ASTHMA AND RESPIRATORY DISEASES
What is asthma?
Asthma is a chronic lung disease that inflames and narrows the airways. Asthma causes recurring periods of breathlessness (dyspnoea), wheezing (a whistling sound when you breathe), chest tightness, shortness of breath, and coughing. The coughing often occurs at night or early in the morning. Symptoms can vary throughout the day, or week or month. [br]
When we breath, air flows in and out of our lungs freely, but in asthmatic patients inflammation makes the airways swollen and very sensitive to environmental conditions and changes. The airways tend to react strongly to certain inhaled substances. This is what happens during and asthma attack. When the airways react, the muscles around them tighten. This narrows the airways, causing less air to flow into the lungs. The swelling also can worsen, making the airways even narrower. Cells in the airways might make more mucus than usual. Mucus is a sticky, thick liquid that can further narrow the airways.[br]
Asthma is a chronic illness. However, with good treatment and management there is no reason why a person with asthma cannot live a normal and active life, go to school or to work.
What causes asthma?
Asthma occurs in response to one or more triggers especially when a subject predisposed to it, comes into contact with allergens or substances that irritate the airways.
According to various scientific studies, causes or triggers of asthma can be a genetic tendency towards respiratory diseases (increased frequency of the disease within a family with an history suggestive of allergy), allergies, female gender (hormonal changes), specific ethnic groups and obesity. However, a person who has some of the risk factors for asthma will not necessarily go on to develop it later on in life: a person susceptible to asthma who lives in a “risk-free” environment may indeed not ever manifest it. Hence, the importance of good hygiene and a healthy lifestyle, especially during childhood, avoiding exposure to second hand tobacco smoke along with less visible environmental pollutants and allergens.
Seasonal or perennial allergic rhinitis results from inflammation of mucous membranes due to an allergic reaction to inhaled allergens. Itchy nose, nose congestion and sneezing are common symptoms of allergic rhinitis. These symptoms are the way some people respond to outdoor or indoor inhaled allergens, including tree pollen, mould spores and mites, which start an inflammatory process of the nasal mucus. Rhinitis is more widespread than currently thought. Although allergic rhinitis is not considered a serious condition, it nonetheless can interfere with many important aspects of life and impair daily, work or school activities.
Asthma and allergic rhinitis
Subjects affected by allergic rhinitis should be constantly monitored since those with rhinitis are more likely to develop asthma than people without the condition. Various studies showed a close relationship between these two conditions and the evidence suggests that rhinitis is present in most people with asthma, including children, and usually precedes asthma by a few years. Rhinitis can therefore be considered as a sort of “indicator” of asthma.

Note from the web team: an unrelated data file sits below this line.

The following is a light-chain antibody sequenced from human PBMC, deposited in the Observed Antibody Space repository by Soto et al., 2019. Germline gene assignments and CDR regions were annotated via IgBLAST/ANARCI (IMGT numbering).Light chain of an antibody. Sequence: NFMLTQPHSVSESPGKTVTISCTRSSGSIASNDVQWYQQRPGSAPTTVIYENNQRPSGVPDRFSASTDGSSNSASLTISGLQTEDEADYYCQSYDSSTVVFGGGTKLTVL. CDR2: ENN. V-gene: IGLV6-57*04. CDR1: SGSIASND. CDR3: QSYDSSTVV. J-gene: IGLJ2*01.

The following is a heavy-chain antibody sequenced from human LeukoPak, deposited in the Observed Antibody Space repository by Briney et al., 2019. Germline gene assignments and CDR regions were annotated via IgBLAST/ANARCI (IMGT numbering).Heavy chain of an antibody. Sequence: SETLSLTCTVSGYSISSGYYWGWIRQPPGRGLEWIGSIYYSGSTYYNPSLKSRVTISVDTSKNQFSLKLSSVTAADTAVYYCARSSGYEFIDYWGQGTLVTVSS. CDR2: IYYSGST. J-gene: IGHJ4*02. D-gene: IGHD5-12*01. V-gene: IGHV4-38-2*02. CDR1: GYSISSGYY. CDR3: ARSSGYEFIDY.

Allergic conjunctivitis is inflammation of the conjunctiva (the membrane covering the white part of the eye) due, as for the rhinitis, to exposure to allergens chemical agents or infections. Ocular itching, eyelid swelling, tearing, photophobia, watery discharge, and foreign body sensation are its most common symptoms.
Atopic dermatitis is a type of chronic inflammation of the skin. Its symptoms are itchy, red, swollen, and cracked skin, xerosis (dry skin), and lichenification (leathery skin resulting from constant scratching and rubbing. The disease seems to result from a combination of genetic (hereditary) and environmental factors and involves an exaggerated response on exposure to certain environmental stimuli (atopy). Atopic eczema is often associated with other allergic diseases such as asthma, allergic rhinitis, urticaria (nettle rash) and food allergies.
Wheezing is a high-pitched whistling sound made while you breathe. Wheeze is a common presentation in young children aged between 2 and 6. About 30% of children who wheezed early, will go on to develop bronchial asthma but in around 60% of these children symptoms resolve within school age. A case-control study of 1.246 preschoolers divided up children into three categories: transient infant wheeze, atopic wheeze and non-atopic wheeze, on the basis of the relationship between lower respiratory tract infection (within the first 3 years of age) and subsequent development of asthma.
Respiratory manifestations of food allergy
Some people suffering from asthma, also get a type of allergic reaction to certain foods. Exposure to food allergens can trigger asthma attacks or symptoms such as coughing, chest tightness and difficulty in breathing.
A persistent cough (lasting for more than 15 days) or chronic cough (lasting over three to four weeks) may be caused by: a long-term upper respiratory tract infection (especially in young children), rhinosinusitis or sinusitis, bronchopneumonia or infections with atypical pathogens such as Mycoplasma pneumoniae, Chlamydia pneumoniae.